Lost in translation: when scientists are misquoted strange things happen

In 2009 I was doing research on the benefits and risks of eating crab. Someone from Cancer weekly thought I was doing research in cancer. If you are confused here is my letter to the publisher back then:

Dear publisher,

I have just realized that my name appears in the front page of NewsRx – Cancer weekly, the title is quite suggestive: “Studies from S. Barrento and colleagues reveal new findings on cancer”. I would like to clarify that I am not doing research about cancer (the flagellating disease of our century). I am actually a marine biologist doing research in the nutritional quality and physiology of a crab, in this case, the European edible crab which happens to have a suggestive scientific name – Cancer pagurus.

Scientific names are usually spelled in Latin words, so everyone independently of their mother tongue can understand each other. The origin of the word cancer is credited to the Greek physician Hippocrates (460-370 B.C.), considered the “Father of Medicine.” Hippocrates used the terms carcinos and carcinoma to describe non-ulcer forming and ulcer-forming tumors. In Greek these words refer to a crab, most likely applied to the disease because the finger-like spreading projections from a cancer called to mind the shape of a crab. The Roman physician, Celsus (28-50 B.C.), later translated the Greek term into cancer, the Latin word for crab. In my study, when I mention the words Cancer pagurus I mean the crab.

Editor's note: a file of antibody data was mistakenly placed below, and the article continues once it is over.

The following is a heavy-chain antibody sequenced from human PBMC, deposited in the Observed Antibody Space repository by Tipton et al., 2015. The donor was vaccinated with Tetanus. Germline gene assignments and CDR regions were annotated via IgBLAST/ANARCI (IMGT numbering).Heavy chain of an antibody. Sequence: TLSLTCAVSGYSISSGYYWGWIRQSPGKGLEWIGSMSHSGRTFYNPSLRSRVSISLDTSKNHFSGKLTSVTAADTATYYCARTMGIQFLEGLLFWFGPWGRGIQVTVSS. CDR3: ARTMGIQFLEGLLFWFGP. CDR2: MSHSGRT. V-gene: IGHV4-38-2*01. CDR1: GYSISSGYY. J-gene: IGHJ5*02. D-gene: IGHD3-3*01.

I am most flattered to be on your free newsletter, but I believe it is important to elucidate this misunderstanding. Considering that this study is about the benefits and potential risks of eating crabs I think that such a quotation would be more appropriate in Health and Medicine. A more elucidating title could be: Studies from S. Barrento and colleges reveal the benefits and risks of eating crab.

Besides doing research in the nutritional quality of crustaceans namely the American lobster, I am most interested in science communication. I have done an introductory course to journalism and scientific communication. I understand the importance of communicating science in a comprehensive and accurate way and I am available to cooperate with your newspaper.

Best regards,

Sara Barrento

No one replied to my letter…and by the way the picture I chose for this post has nothing to do with cancer, the disease or the crab. It is just because I feel I am lost in translation, and also because I really liked this film!